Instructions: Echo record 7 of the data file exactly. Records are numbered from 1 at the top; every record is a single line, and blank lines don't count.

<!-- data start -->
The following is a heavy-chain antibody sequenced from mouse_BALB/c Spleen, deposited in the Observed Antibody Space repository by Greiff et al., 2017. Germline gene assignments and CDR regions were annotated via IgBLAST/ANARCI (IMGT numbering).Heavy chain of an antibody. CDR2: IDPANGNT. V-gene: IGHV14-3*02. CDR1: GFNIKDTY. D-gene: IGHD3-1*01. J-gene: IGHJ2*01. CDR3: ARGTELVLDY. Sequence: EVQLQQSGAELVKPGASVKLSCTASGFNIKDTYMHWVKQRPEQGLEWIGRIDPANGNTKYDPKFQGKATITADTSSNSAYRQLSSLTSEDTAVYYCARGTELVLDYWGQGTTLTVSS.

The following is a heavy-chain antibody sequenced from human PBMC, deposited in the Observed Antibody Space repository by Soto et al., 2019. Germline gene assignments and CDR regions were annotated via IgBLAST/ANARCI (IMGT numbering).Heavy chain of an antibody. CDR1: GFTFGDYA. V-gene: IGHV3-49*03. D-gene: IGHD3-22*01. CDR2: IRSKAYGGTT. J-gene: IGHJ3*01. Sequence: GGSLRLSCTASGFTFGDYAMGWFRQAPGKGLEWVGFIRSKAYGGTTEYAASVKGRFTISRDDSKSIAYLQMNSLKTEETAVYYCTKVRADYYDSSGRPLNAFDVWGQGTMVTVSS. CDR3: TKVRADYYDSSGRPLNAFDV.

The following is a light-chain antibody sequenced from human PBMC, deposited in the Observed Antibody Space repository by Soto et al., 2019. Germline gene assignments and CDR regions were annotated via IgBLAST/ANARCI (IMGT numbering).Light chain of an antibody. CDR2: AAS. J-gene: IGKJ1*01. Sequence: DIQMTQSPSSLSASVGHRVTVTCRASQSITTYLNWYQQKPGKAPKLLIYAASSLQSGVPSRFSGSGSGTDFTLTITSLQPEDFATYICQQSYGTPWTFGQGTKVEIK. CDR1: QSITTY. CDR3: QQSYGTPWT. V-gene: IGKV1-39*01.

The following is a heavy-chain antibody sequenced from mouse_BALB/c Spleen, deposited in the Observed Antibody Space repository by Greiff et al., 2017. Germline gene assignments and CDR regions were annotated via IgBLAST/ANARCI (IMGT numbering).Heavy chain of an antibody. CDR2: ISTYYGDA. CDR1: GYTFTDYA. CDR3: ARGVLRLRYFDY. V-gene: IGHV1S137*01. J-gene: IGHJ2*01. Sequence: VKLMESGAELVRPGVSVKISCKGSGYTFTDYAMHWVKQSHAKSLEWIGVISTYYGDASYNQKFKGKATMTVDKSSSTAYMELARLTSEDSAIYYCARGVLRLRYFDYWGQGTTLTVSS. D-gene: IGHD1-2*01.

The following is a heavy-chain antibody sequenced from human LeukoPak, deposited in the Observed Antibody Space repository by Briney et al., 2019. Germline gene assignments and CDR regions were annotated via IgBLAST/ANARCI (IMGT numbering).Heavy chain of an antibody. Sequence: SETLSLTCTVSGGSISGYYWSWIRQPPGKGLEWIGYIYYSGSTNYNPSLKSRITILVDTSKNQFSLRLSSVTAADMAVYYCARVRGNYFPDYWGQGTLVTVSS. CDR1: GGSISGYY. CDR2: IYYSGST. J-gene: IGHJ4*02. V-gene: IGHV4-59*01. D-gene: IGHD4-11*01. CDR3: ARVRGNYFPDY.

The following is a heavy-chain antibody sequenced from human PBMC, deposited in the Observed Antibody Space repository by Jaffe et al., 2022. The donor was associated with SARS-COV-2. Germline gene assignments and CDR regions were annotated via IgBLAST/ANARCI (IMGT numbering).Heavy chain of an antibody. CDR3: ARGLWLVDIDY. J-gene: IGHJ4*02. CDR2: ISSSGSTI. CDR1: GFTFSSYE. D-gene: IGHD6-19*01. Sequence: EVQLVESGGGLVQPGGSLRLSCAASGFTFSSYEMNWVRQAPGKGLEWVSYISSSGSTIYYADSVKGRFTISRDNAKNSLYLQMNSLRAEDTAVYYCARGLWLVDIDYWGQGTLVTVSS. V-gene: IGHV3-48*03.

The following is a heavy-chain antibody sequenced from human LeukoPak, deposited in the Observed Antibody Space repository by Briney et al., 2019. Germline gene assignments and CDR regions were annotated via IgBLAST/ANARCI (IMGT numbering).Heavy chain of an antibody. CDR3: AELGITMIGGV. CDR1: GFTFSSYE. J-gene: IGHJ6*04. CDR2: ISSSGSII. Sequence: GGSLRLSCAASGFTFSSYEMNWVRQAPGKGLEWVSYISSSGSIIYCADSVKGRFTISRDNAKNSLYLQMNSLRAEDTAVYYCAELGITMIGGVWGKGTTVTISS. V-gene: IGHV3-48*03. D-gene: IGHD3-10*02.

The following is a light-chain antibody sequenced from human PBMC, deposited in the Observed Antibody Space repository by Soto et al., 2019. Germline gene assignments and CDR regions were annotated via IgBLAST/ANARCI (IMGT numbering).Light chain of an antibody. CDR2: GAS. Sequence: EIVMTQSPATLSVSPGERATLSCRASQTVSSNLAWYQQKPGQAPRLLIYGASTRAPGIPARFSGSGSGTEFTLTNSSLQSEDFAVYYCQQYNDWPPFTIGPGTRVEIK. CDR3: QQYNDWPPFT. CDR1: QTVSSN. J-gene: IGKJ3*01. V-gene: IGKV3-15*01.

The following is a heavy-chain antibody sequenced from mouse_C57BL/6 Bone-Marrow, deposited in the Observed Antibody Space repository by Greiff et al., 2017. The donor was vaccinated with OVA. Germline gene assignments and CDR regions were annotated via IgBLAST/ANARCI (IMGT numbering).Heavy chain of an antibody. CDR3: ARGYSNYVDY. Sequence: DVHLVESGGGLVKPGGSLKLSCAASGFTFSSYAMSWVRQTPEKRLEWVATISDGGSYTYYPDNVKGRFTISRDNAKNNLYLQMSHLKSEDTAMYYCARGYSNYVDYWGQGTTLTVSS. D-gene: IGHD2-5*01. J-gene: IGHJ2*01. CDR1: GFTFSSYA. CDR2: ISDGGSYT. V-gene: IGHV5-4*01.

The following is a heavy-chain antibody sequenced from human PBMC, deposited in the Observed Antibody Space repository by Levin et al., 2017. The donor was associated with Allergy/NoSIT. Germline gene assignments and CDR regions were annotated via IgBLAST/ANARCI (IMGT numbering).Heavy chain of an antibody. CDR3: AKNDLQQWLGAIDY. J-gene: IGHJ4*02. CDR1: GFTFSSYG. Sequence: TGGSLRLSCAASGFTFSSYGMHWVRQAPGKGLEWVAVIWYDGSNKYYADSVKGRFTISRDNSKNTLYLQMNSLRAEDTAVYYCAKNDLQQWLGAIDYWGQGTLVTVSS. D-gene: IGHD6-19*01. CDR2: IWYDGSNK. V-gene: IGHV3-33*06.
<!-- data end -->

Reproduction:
The following is a heavy-chain antibody sequenced from human LeukoPak, deposited in the Observed Antibody Space repository by Briney et al., 2019. Germline gene assignments and CDR regions were annotated via IgBLAST/ANARCI (IMGT numbering).Heavy chain of an antibody. CDR3: AELGITMIGGV. CDR1: GFTFSSYE. J-gene: IGHJ6*04. CDR2: ISSSGSII. Sequence: GGSLRLSCAASGFTFSSYEMNWVRQAPGKGLEWVSYISSSGSIIYCADSVKGRFTISRDNAKNSLYLQMNSLRAEDTAVYYCAELGITMIGGVWGKGTTVTISS. V-gene: IGHV3-48*03. D-gene: IGHD3-10*02.